The Amazon Rainforest represents over half the world¹s remaining tropical
forests. This primeval wilderness harbors the greatest biodiversity on
earth. At the peak of the wet season one fifth of all the planet's river
water swells the Amazon and its tributaries. A finely calibrated balance
of rainfall, transpiration and evaporation perpetuates the surrounding
weather systems in ways that scientists are only beginning to unravel.
More than 17% of the Amazon has already been cleared by loggers, ranchers
and soy farmers. Fires continue to burn, releasing enormous levels of
carbon dioxide into the atmosphere. Brazil is the fourth largest producer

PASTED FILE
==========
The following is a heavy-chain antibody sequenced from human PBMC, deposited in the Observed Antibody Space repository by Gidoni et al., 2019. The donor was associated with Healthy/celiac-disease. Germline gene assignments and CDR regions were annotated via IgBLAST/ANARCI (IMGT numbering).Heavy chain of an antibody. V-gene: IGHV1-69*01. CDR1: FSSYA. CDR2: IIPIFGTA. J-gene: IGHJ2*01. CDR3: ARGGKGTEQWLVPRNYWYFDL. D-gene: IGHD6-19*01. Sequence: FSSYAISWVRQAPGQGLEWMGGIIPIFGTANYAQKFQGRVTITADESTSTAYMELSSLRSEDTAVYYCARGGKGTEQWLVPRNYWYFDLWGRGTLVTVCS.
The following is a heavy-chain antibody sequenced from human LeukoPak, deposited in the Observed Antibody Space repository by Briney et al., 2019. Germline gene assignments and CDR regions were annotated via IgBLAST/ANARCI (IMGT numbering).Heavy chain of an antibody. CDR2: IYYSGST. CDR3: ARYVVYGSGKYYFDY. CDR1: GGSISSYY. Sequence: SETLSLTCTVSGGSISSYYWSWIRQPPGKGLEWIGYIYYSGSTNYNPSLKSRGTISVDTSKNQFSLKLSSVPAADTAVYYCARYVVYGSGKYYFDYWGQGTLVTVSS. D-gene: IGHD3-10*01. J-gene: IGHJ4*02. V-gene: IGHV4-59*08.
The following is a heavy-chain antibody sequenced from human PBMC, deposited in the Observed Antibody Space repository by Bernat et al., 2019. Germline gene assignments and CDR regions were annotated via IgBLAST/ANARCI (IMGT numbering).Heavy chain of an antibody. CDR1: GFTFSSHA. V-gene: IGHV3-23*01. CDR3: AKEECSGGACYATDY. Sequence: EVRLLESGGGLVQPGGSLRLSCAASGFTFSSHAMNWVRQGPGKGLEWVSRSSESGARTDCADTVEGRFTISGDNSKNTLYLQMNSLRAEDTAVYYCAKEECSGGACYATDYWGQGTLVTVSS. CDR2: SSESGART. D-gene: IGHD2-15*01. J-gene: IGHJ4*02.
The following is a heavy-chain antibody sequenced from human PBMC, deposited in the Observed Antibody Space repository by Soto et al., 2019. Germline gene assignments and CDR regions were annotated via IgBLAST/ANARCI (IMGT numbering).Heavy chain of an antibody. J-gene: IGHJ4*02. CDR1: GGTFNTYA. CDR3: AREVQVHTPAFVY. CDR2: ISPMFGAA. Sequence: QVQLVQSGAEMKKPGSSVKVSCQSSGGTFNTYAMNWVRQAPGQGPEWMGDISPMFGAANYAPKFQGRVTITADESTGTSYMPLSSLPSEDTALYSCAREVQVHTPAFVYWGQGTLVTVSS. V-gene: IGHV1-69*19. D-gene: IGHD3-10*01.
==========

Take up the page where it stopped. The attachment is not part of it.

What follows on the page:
of greenhouse gases on the planet, 75% of those result from burning the
forest. These gases contribute to Global Warming.
Thousands of miles away lies the Antarctic continent, one of the world¹s
most pristine environments. The fate of this remote wilderness hinges on
the smallest change in temperature. By documenting these changes I want to
shine a light on this crucial issue.
A river is diverted for gold mining
at a prospectors' camp near Alta Floresta in Para State, Brazil, Aug. 25,
2007. These prospectors use mercury in the mining process, which pollutes the
environment and affects the health of the local population.